Some NC colleges opt out of federal loans

Four North Carolina community colleges will not let students apply for federal student loans, fearing they’ll run up debts they won’t be able to repay. Other colleges in the state are considering pulling out of the loan program.

North Carolina legislators passed a law requiring community colleges to participate in the loan program, then reversed the mandate. Gov. Beverly Perdue vetoed the reversal, but the veto was reversed in a special session late in the year.

Central Piedmont Community College started offering the federal student loan program in July. Some 3,168 students have run up $5 million in student loans.

“Our concern is if students take a large amount of debt, once they do finish school it will impact their ability to do things like buy a house or a car,” said Jeff Lowrance, assistant to the president at CPCC.

Leaders are also concerned about new federal laws. In a couple of years, the schools could lose all federal aid, including Pell grants, if a large percentage of their students default on the loans.

“There is no screening process. There is no way to tell if a student is in a good position to pay back those student loans,” Lowrance said.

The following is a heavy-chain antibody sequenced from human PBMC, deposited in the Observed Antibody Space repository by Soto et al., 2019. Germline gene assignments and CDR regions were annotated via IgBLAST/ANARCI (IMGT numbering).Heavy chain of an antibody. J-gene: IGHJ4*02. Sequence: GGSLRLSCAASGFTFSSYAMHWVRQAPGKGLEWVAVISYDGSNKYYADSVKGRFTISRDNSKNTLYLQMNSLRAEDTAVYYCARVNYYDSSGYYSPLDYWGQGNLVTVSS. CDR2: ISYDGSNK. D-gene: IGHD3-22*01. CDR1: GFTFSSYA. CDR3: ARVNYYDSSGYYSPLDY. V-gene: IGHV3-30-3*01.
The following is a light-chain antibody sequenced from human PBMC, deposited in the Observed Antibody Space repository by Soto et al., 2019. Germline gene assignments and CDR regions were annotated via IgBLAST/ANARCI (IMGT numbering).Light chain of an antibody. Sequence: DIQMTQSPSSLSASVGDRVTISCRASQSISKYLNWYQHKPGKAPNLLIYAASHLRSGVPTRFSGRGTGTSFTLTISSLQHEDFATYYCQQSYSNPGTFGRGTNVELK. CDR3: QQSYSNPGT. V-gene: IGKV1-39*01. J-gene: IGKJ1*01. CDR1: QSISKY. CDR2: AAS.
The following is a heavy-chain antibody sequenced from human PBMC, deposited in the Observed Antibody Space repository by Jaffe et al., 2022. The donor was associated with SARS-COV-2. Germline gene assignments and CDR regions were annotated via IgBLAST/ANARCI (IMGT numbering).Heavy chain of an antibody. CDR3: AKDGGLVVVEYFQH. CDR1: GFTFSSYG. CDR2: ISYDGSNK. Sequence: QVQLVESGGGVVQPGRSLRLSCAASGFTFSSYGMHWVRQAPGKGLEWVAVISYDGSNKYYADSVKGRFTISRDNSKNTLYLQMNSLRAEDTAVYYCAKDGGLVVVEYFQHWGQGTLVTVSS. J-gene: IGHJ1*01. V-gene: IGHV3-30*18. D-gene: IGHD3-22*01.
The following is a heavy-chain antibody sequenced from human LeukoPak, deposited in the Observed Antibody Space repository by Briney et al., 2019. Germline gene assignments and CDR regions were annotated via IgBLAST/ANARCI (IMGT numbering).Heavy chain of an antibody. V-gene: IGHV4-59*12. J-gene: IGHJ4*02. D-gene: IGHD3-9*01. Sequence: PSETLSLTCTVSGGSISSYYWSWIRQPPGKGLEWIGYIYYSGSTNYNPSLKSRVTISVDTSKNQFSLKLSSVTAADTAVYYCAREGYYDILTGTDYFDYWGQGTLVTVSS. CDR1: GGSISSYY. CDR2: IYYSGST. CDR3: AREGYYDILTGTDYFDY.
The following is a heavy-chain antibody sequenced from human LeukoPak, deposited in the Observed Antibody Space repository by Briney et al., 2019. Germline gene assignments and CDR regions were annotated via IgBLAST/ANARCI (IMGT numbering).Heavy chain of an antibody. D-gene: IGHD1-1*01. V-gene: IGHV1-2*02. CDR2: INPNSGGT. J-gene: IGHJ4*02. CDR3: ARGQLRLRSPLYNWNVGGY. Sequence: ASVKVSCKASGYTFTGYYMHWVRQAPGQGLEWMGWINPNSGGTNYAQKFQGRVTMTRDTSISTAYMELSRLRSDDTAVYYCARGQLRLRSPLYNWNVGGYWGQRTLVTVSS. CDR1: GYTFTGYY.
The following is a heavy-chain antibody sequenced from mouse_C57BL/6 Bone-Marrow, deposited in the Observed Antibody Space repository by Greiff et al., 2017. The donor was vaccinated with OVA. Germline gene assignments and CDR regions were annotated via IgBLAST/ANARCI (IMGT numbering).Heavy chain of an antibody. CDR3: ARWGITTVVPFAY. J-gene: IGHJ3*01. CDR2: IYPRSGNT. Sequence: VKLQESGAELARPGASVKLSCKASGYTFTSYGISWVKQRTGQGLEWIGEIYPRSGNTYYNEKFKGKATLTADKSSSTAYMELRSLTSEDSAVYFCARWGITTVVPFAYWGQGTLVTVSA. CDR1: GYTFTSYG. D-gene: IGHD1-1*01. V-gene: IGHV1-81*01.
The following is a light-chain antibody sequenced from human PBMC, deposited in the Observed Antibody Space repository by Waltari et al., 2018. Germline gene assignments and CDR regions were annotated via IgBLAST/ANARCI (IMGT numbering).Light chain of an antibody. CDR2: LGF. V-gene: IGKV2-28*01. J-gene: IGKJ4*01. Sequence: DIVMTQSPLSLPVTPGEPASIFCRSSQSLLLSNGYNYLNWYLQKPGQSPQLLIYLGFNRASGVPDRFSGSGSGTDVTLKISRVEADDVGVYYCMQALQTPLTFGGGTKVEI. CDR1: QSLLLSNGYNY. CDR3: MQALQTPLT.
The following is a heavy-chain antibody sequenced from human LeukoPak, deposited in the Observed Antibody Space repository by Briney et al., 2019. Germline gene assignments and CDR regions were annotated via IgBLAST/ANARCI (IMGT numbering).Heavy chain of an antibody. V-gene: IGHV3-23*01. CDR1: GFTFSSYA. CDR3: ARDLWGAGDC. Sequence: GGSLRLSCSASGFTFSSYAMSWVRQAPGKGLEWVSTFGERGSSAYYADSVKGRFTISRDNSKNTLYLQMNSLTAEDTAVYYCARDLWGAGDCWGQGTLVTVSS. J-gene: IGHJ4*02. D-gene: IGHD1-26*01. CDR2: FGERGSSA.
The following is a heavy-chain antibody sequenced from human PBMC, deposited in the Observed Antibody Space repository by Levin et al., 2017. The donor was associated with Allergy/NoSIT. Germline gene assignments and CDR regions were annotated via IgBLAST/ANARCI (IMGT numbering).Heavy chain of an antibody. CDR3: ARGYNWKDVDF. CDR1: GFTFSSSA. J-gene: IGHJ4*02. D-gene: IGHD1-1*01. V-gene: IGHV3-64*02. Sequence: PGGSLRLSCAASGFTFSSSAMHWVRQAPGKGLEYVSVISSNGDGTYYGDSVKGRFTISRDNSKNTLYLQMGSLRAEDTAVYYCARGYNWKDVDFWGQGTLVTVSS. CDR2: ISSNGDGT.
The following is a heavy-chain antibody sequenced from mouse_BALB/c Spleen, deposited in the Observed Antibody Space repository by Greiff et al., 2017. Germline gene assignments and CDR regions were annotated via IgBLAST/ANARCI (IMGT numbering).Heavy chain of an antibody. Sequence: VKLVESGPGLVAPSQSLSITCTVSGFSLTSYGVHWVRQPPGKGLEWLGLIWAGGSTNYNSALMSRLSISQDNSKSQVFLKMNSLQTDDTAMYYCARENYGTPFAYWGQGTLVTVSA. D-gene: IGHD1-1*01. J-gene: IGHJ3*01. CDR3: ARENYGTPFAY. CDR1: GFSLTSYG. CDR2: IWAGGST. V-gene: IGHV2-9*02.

North Carolina ranks last in the nation in community college students’ access to financial aid, says Debbie Cochrane of The Institute for College Access and Success. There’s little risk community colleges could be barred from Pell Grants because of loan defaults, Cochrane says.

POSTED BY Joanne Jacobs ON January 4, 2012

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[…] North Carolina community colleges are backing out of participation in federal student loans, fearing a high default rate will risk future students’ access to Pell Grants. […]

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[…] students’ sake. Some community college officials in North Carolina have decided not to offer a federal loan program because they don’t want students to rack up debts they can’t later pay back. (Community […]


Is it fair to assume that these students don’t repay their loans because the college’s do not help students find appropriate work to repay their student loans? Opting-out simply appears to be a cop-out.

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